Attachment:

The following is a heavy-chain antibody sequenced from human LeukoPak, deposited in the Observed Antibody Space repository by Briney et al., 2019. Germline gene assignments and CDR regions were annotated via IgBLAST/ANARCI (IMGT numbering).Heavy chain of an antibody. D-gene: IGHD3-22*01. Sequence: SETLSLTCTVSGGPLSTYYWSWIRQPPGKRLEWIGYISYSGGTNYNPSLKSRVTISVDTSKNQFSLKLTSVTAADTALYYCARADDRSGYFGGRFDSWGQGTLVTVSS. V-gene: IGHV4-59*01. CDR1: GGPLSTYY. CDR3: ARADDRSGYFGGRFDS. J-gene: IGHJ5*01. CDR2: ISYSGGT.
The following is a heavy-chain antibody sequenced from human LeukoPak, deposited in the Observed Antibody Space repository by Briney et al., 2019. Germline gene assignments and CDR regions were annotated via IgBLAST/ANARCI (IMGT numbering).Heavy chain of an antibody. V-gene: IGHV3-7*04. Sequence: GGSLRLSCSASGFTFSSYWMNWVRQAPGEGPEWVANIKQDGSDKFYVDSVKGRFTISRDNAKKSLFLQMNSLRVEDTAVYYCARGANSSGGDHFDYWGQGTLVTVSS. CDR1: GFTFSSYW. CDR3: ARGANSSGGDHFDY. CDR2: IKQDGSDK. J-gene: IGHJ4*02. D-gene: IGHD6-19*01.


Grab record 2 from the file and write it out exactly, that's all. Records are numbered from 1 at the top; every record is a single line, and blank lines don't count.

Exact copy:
The following is a heavy-chain antibody sequenced from human LeukoPak, deposited in the Observed Antibody Space repository by Briney et al., 2019. Germline gene assignments and CDR regions were annotated via IgBLAST/ANARCI (IMGT numbering).Heavy chain of an antibody. V-gene: IGHV3-7*04. Sequence: GGSLRLSCSASGFTFSSYWMNWVRQAPGEGPEWVANIKQDGSDKFYVDSVKGRFTISRDNAKKSLFLQMNSLRVEDTAVYYCARGANSSGGDHFDYWGQGTLVTVSS. CDR1: GFTFSSYW. CDR3: ARGANSSGGDHFDY. CDR2: IKQDGSDK. J-gene: IGHJ4*02. D-gene: IGHD6-19*01.